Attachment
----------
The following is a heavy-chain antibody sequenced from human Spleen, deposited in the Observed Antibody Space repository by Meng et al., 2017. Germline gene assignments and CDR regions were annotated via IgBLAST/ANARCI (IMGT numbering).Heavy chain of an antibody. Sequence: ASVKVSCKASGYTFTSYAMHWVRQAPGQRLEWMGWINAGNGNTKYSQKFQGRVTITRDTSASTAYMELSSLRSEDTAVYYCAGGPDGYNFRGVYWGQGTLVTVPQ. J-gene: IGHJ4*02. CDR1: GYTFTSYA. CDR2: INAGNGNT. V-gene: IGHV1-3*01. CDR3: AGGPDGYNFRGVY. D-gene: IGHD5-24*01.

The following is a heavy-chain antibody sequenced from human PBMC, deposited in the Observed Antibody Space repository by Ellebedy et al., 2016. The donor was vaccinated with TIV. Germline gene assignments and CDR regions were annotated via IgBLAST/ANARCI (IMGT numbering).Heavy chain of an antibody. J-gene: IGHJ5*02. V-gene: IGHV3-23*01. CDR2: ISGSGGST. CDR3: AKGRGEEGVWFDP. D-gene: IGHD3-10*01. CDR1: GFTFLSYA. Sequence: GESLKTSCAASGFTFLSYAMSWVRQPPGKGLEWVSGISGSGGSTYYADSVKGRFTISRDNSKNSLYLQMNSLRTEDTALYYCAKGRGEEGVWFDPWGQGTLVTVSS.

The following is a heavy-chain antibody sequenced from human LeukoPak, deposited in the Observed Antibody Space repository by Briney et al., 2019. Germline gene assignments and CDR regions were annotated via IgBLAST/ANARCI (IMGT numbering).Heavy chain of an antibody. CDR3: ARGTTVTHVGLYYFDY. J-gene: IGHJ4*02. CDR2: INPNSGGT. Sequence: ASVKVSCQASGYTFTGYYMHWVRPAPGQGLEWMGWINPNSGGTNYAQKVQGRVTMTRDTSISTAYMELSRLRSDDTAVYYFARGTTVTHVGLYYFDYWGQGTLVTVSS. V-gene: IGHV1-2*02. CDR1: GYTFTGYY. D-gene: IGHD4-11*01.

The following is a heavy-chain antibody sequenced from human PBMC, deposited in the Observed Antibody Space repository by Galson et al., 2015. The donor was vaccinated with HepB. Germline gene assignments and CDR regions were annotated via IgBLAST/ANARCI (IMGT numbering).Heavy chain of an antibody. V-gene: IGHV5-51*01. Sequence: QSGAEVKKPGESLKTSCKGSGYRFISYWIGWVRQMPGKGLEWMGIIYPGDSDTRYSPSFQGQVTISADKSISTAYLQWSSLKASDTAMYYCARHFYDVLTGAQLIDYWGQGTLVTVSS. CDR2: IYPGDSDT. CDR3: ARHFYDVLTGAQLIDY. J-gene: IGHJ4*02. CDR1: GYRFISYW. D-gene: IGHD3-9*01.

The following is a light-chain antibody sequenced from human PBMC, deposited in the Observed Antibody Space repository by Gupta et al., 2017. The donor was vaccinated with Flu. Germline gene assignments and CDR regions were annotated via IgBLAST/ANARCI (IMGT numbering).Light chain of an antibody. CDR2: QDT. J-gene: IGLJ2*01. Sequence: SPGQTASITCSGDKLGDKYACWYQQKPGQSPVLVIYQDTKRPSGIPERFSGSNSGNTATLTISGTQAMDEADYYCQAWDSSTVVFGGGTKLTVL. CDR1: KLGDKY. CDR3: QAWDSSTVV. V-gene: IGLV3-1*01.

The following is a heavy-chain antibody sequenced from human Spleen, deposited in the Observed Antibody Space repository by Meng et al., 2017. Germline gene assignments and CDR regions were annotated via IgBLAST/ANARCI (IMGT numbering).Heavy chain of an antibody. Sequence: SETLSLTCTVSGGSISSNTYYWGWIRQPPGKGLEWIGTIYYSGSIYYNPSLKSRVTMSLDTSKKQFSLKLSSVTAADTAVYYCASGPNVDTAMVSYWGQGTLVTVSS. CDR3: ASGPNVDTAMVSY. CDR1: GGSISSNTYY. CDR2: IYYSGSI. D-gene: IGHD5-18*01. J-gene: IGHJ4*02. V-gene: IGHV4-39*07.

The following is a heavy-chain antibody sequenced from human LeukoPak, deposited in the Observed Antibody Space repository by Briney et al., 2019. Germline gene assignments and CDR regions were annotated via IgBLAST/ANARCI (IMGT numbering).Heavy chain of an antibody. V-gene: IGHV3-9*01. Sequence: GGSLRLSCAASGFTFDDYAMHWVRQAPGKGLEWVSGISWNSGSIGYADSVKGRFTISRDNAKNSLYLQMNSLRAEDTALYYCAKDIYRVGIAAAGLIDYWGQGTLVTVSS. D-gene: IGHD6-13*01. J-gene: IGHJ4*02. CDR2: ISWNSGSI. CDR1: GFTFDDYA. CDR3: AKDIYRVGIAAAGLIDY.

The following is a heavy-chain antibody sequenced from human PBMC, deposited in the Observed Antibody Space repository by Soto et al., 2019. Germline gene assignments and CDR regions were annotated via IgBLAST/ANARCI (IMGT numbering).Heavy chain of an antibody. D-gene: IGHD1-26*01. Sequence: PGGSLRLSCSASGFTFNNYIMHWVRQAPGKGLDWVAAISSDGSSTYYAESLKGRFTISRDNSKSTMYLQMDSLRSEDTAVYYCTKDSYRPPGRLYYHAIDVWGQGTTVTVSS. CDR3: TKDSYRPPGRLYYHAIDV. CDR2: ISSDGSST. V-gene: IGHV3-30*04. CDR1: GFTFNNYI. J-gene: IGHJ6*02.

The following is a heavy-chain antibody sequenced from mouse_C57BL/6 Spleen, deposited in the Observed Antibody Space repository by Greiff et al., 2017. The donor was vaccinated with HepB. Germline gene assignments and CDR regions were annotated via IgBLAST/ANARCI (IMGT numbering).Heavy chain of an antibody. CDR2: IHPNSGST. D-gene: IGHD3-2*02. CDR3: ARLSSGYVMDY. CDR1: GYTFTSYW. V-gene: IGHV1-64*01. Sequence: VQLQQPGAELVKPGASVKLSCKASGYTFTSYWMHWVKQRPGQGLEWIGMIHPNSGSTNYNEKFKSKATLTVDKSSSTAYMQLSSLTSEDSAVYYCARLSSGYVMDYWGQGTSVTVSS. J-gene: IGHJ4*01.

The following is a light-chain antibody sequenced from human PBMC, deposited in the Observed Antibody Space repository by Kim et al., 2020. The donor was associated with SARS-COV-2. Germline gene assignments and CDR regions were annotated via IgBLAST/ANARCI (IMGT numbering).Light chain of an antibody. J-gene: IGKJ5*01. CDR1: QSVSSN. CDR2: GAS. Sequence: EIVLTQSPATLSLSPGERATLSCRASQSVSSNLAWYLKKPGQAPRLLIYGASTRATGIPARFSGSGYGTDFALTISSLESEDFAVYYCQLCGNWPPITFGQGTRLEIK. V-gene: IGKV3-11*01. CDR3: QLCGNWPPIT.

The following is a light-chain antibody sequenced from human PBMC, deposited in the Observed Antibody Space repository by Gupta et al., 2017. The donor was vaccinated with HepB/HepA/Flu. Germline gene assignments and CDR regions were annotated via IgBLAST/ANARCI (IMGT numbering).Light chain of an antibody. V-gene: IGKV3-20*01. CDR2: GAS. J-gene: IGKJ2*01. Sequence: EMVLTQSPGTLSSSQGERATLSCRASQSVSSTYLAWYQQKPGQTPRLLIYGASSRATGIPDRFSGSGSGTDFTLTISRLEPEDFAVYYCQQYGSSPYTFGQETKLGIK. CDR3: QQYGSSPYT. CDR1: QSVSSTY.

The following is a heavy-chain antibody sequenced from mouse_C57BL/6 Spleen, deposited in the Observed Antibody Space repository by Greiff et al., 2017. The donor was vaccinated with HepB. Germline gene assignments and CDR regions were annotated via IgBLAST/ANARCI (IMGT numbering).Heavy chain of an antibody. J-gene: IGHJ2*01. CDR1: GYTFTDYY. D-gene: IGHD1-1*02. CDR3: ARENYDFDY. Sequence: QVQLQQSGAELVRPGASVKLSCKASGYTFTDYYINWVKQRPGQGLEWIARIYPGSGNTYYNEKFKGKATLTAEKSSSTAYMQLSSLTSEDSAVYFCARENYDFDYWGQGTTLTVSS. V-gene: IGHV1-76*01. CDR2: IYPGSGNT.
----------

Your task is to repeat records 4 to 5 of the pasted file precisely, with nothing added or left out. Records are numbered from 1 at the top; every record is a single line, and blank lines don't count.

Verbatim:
The following is a heavy-chain antibody sequenced from human PBMC, deposited in the Observed Antibody Space repository by Galson et al., 2015. The donor was vaccinated with HepB. Germline gene assignments and CDR regions were annotated via IgBLAST/ANARCI (IMGT numbering).Heavy chain of an antibody. V-gene: IGHV5-51*01. Sequence: QSGAEVKKPGESLKTSCKGSGYRFISYWIGWVRQMPGKGLEWMGIIYPGDSDTRYSPSFQGQVTISADKSISTAYLQWSSLKASDTAMYYCARHFYDVLTGAQLIDYWGQGTLVTVSS. CDR2: IYPGDSDT. CDR3: ARHFYDVLTGAQLIDY. J-gene: IGHJ4*02. CDR1: GYRFISYW. D-gene: IGHD3-9*01.

The following is a light-chain antibody sequenced from human PBMC, deposited in the Observed Antibody Space repository by Gupta et al., 2017. The donor was vaccinated with Flu. Germline gene assignments and CDR regions were annotated via IgBLAST/ANARCI (IMGT numbering).Light chain of an antibody. CDR2: QDT. J-gene: IGLJ2*01. Sequence: SPGQTASITCSGDKLGDKYACWYQQKPGQSPVLVIYQDTKRPSGIPERFSGSNSGNTATLTISGTQAMDEADYYCQAWDSSTVVFGGGTKLTVL. CDR1: KLGDKY. CDR3: QAWDSSTVV. V-gene: IGLV3-1*01.